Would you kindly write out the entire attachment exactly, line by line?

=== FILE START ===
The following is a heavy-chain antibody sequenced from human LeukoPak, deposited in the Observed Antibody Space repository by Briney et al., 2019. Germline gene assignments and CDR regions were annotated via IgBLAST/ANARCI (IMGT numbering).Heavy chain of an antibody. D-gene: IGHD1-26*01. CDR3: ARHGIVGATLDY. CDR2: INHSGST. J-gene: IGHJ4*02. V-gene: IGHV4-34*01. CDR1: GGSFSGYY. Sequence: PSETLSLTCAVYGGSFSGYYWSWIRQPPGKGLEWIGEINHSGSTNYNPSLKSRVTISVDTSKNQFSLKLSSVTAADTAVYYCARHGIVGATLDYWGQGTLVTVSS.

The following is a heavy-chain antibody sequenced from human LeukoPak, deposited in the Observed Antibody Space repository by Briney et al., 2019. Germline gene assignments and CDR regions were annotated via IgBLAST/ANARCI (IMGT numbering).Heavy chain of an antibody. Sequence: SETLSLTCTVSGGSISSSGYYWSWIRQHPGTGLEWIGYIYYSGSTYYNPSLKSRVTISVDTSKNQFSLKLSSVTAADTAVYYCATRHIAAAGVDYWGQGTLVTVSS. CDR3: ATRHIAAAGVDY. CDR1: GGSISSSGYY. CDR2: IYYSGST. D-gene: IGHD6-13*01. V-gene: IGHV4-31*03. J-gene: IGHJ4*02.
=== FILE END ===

The following is a heavy-chain antibody sequenced from human LeukoPak, deposited in the Observed Antibody Space repository by Briney et al., 2019. Germline gene assignments and CDR regions were annotated via IgBLAST/ANARCI (IMGT numbering).Heavy chain of an antibody. D-gene: IGHD1-26*01. CDR3: ARHGIVGATLDY. CDR2: INHSGST. J-gene: IGHJ4*02. V-gene: IGHV4-34*01. CDR1: GGSFSGYY. Sequence: PSETLSLTCAVYGGSFSGYYWSWIRQPPGKGLEWIGEINHSGSTNYNPSLKSRVTISVDTSKNQFSLKLSSVTAADTAVYYCARHGIVGATLDYWGQGTLVTVSS.

The following is a heavy-chain antibody sequenced from human LeukoPak, deposited in the Observed Antibody Space repository by Briney et al., 2019. Germline gene assignments and CDR regions were annotated via IgBLAST/ANARCI (IMGT numbering).Heavy chain of an antibody. Sequence: SETLSLTCTVSGGSISSSGYYWSWIRQHPGTGLEWIGYIYYSGSTYYNPSLKSRVTISVDTSKNQFSLKLSSVTAADTAVYYCATRHIAAAGVDYWGQGTLVTVSS. CDR3: ATRHIAAAGVDY. CDR1: GGSISSSGYY. CDR2: IYYSGST. D-gene: IGHD6-13*01. V-gene: IGHV4-31*03. J-gene: IGHJ4*02.